Reversal of proarrhythmic effects of flecainide acetate and encainide hydrochloride by propranolol.
The use of membrane-active antiarrhythmic agents may be complicated by aggravation of existing arrhythmias or development of new drug-induced arrhythmias. Four patients, referred because of out-of-hospital cardiac arrest or symptomatic sustained ventricular tachycardia, were receiving class IC antiarrhythmic agents in an attempt to prevent inducibility of sustained ventricular tachycardia. New or worsening spontaneous arrhythmias developed while they were on flecainide acetate (n = 3) or encainide hydrochloride (n = 1) therapy. Spontaneous runs of rapid nonsustained and sustained ventricular tachycardia developed in two. Increased frequency of premature ventricular contractions and repetitive forms of ventricular ectopic activity developed in one, despite the fact that inducibility of sustained ventricular tachycardia had been prevented. Salvos and nonsustained ventricular tachycardia developed in the fourth patient. Propranolol had failed to prevent inducibility of sustained ventricular tachycardia during previous programmed stimulation studies in three of the four patients, but it reproducibly suppressed drug-induced arrhythmias that appeared only after administration of the IC agents in each patient. Suppression of the proarrhythmic effects by beta-adrenergic blockade suggests a possible interaction of these drugs with autonomic function in the genesis of the observed proarrhythmic effects. Direct pharmacologic control of proarrhythmic drug effects has not previously been reported.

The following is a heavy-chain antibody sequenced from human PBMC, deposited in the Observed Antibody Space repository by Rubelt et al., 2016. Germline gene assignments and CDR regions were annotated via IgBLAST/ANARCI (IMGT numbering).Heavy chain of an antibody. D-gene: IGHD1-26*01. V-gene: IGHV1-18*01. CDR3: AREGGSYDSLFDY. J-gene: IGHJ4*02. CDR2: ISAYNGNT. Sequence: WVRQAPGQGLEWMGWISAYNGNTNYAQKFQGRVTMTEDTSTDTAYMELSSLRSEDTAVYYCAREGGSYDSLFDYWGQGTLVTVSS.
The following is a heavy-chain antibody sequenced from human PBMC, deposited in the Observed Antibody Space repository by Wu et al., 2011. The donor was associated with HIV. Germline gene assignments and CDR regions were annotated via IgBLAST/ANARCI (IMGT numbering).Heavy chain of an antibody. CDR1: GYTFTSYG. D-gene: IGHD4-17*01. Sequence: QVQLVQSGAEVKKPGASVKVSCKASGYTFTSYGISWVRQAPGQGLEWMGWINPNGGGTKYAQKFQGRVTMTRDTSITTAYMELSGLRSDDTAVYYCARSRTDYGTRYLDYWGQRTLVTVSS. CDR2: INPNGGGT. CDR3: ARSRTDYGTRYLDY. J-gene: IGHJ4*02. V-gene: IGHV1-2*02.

- Copyright © 1989 by American Heart Association